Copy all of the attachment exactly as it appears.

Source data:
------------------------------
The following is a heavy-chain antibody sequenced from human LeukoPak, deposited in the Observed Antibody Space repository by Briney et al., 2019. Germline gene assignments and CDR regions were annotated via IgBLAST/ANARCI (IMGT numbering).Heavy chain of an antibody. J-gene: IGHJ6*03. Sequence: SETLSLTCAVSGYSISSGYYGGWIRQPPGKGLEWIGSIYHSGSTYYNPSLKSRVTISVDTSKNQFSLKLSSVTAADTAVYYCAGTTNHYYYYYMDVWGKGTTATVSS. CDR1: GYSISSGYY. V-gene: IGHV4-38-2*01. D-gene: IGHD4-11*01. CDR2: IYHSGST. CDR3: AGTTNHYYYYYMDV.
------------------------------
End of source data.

The following is a heavy-chain antibody sequenced from human LeukoPak, deposited in the Observed Antibody Space repository by Briney et al., 2019. Germline gene assignments and CDR regions were annotated via IgBLAST/ANARCI (IMGT numbering).Heavy chain of an antibody. J-gene: IGHJ6*03. Sequence: SETLSLTCAVSGYSISSGYYGGWIRQPPGKGLEWIGSIYHSGSTYYNPSLKSRVTISVDTSKNQFSLKLSSVTAADTAVYYCAGTTNHYYYYYMDVWGKGTTATVSS. CDR1: GYSISSGYY. V-gene: IGHV4-38-2*01. D-gene: IGHD4-11*01. CDR2: IYHSGST. CDR3: AGTTNHYYYYYMDV.